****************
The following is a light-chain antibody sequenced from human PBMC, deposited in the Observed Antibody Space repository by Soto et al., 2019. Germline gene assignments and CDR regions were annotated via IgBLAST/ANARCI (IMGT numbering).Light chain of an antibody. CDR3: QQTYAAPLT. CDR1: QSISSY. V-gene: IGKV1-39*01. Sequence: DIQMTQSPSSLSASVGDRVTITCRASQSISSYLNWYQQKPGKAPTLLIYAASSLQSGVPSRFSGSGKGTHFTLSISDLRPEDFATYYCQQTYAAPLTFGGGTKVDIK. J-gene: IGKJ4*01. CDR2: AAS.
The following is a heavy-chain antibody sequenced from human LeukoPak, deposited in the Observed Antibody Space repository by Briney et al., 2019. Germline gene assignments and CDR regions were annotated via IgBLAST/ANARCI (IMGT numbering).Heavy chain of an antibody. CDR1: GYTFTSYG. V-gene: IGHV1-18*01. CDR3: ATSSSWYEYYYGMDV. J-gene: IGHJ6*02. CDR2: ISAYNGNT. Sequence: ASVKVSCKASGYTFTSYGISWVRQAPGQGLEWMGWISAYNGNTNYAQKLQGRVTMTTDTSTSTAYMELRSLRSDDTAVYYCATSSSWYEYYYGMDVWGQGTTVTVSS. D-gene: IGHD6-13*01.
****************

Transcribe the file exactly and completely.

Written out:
The following is a light-chain antibody sequenced from human PBMC, deposited in the Observed Antibody Space repository by Soto et al., 2019. Germline gene assignments and CDR regions were annotated via IgBLAST/ANARCI (IMGT numbering).Light chain of an antibody. CDR3: QQTYAAPLT. CDR1: QSISSY. V-gene: IGKV1-39*01. Sequence: DIQMTQSPSSLSASVGDRVTITCRASQSISSYLNWYQQKPGKAPTLLIYAASSLQSGVPSRFSGSGKGTHFTLSISDLRPEDFATYYCQQTYAAPLTFGGGTKVDIK. J-gene: IGKJ4*01. CDR2: AAS.
The following is a heavy-chain antibody sequenced from human LeukoPak, deposited in the Observed Antibody Space repository by Briney et al., 2019. Germline gene assignments and CDR regions were annotated via IgBLAST/ANARCI (IMGT numbering).Heavy chain of an antibody. CDR1: GYTFTSYG. V-gene: IGHV1-18*01. CDR3: ATSSSWYEYYYGMDV. J-gene: IGHJ6*02. CDR2: ISAYNGNT. Sequence: ASVKVSCKASGYTFTSYGISWVRQAPGQGLEWMGWISAYNGNTNYAQKLQGRVTMTTDTSTSTAYMELRSLRSDDTAVYYCATSSSWYEYYYGMDVWGQGTTVTVSS. D-gene: IGHD6-13*01.